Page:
</div>
  )
}

Multiple contexts

There is basically no limit to how many contexts, and providers, you can have in your React app. You can have as many as you want, as long as you remember to add each provider as a wrapper. For example, we can add additional context for email to this simple sample app. This will require new context and new Provider component.

First, let’s create new context for email. This will be almost a mirror copy of the context you already have. You will mostly change just the names.

// email-context.jsx

// Import createContext() method from React:
import { createContext, useState } from 'react'

// Create new context:
export const emailContext = createContext()

// Create new email provider component:
export const EmailProvider = (props) => {
  // Create local state for email:
  const [email, setEmail] = useState('')

  // Prepare values for sharing:
  const val = {
    email,
    setEmail,
  }

  // Render emailContext.Provider exposing "val" variable:
  return (
    <emailContext.Provider value={val}>
      {/* Render children components: */}
      {props.children}
    </emailContext.Provider>
  )
}

Next, you have to import the email context in the main file, where you render the App to the root element. When you have multiple providers their order doesn’t really matter. Important thing that the app, or some component where you want to use data from those providers, is wrapped with those providers.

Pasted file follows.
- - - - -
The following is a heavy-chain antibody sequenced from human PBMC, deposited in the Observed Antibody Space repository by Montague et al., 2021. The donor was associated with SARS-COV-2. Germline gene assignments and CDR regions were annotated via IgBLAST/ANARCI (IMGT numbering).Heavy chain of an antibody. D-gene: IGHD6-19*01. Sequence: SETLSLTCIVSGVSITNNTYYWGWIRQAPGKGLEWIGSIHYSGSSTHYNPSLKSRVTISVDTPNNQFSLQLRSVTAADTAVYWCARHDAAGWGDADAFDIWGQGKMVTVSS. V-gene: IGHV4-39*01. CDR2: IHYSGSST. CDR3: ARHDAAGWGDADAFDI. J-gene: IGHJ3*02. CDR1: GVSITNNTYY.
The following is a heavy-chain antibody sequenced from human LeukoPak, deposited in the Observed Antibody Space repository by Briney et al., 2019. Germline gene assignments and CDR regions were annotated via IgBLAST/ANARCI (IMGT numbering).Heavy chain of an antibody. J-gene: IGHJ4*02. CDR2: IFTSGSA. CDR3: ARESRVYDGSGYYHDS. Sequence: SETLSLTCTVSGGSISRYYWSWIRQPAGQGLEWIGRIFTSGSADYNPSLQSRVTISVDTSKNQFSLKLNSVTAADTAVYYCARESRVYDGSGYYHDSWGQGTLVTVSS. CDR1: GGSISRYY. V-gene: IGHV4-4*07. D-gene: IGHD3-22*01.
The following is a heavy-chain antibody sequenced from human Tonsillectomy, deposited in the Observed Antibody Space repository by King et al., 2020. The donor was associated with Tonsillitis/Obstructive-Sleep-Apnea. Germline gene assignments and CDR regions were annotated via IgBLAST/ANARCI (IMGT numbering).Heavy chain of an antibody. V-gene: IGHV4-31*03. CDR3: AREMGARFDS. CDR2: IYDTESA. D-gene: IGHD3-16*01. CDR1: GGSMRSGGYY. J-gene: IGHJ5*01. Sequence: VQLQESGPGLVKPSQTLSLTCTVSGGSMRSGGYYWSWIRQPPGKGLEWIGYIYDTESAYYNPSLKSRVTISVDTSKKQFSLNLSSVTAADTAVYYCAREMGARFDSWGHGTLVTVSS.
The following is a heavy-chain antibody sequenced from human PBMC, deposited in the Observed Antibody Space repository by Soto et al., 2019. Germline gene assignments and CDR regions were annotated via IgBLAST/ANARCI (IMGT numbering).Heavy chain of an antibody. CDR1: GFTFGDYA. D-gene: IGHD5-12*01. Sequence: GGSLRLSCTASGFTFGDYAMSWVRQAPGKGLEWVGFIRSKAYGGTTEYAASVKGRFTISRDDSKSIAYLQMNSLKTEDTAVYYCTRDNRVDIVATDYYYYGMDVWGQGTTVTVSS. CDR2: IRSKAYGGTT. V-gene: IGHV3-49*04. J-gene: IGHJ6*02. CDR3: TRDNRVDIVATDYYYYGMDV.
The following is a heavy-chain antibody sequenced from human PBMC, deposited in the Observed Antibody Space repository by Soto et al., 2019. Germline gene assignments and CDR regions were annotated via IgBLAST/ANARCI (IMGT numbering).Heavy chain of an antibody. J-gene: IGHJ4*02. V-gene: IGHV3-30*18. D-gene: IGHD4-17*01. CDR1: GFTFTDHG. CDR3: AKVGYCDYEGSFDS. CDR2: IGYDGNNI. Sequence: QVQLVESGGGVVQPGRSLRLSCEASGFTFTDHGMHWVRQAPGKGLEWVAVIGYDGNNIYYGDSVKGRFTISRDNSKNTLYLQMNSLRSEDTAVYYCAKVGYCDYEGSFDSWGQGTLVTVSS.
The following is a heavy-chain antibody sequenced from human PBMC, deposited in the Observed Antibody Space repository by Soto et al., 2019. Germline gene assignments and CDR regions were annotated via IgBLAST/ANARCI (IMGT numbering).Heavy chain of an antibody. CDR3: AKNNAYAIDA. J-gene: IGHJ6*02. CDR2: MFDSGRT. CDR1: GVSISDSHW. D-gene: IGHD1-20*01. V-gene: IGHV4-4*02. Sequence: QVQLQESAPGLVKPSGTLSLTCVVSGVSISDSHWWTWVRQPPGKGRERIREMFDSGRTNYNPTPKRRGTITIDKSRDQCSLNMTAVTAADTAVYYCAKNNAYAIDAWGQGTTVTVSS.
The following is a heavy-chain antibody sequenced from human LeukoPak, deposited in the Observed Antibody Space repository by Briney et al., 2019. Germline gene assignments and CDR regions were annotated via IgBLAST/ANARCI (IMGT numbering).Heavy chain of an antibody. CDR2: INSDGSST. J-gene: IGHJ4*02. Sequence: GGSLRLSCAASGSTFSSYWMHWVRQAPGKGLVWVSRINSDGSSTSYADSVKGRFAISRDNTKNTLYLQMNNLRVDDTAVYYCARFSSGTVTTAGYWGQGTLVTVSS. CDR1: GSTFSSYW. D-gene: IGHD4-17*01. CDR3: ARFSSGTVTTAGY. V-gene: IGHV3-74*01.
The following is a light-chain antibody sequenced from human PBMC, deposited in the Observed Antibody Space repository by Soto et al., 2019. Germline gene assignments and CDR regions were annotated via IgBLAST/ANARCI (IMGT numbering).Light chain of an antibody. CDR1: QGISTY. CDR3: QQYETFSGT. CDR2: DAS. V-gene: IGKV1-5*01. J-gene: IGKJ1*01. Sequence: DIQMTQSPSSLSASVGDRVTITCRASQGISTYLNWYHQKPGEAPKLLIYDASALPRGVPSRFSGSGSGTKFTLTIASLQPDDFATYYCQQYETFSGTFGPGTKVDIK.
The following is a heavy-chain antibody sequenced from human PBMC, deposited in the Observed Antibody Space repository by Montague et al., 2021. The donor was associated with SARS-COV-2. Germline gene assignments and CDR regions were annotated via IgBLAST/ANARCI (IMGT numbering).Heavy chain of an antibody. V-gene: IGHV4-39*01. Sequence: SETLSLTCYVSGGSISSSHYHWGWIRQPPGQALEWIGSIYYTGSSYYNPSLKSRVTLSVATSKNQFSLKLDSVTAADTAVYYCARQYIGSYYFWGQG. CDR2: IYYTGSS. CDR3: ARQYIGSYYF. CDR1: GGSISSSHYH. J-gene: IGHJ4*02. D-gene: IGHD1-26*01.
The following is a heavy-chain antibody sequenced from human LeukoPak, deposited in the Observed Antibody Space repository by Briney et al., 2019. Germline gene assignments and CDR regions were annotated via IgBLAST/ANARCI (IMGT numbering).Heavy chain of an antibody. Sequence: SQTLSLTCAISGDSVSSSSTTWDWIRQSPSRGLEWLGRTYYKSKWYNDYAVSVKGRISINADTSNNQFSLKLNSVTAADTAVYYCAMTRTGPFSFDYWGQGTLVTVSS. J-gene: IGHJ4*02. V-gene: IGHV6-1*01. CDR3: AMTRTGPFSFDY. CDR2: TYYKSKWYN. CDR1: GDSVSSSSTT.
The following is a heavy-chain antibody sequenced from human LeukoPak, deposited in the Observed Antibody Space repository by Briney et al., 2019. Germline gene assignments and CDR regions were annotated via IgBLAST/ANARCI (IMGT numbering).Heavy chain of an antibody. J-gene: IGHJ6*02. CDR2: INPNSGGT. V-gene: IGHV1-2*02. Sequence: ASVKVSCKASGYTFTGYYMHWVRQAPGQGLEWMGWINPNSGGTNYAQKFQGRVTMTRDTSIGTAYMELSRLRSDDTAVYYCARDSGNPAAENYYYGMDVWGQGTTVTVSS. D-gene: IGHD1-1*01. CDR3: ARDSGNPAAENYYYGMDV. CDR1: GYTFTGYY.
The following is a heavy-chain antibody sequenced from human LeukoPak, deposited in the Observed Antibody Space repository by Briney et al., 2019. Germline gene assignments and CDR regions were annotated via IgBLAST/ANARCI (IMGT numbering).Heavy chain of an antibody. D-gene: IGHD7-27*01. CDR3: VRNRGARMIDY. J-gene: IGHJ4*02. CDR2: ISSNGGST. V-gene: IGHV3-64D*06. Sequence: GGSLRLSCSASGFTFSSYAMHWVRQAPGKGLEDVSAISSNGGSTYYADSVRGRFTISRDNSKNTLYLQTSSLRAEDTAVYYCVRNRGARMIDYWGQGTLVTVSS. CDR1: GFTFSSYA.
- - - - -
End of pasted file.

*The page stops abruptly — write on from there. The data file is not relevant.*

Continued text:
import { StrictMode } from 'react'
import ReactDOM from 'react-dom'

import { NewProvider } from './context'

// Import new email provider:
import { EmailProvider } from './email-context'

import App from './App'

const rootElement = document.getElementById('root')
ReactDOM.render(
  <StrictMode>
    {/* Add email provider as another wrapper of the App component: */}
    <EmailProvider>
      <NewProvider>
        <App />
      </NewProvider>
    </EmailProvider>
  </StrictMode>,
  rootElement
)

With that, you can now use the React useContext hook with emailContext to access the email and setEmail anywhere in the app.

import { useContext } from 'react'

import { newContext } from './context'

// Import new email context:
import { emailContext } from './email-context'

export default function App() {
  const { state, setState } = useContext(newContext)

  // Access the email and setEmail values in emailContext:
  const { email, setEmail } = useContext(emailContext)

  return (
    <div>
      {/* Render the value of "email": */}
      <h1>
        Hello {state}, {email}
      </h1>

      <h2>Change name:</h2>
      <input type="text" onChange={(e) => setState(e.target.value)} />

      <h2>Change email:</h2>
      {/*
        Allow to to update the current value of "email"
        via the "setEmail" update function and text input:
      */}
      <input type="text" onChange={(e) => setEmail(e.target.value)} />
    </div>
  )
}

Conclusion: Getting started with React useContext hook and react context

Creating global states with React context is very easy. With the help of React useContext hook it is also easy to access these contexts and their data. I hope that this tutorial helped you understand how to create contexts and their providers and how to use useContext hook to communicate with them.

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By Alex Devero

I'm Founder/CEO of DEVERO Corporation. Entrepreneur, designer, developer. My mission and MTP is to accelerate the development of humankind through technology.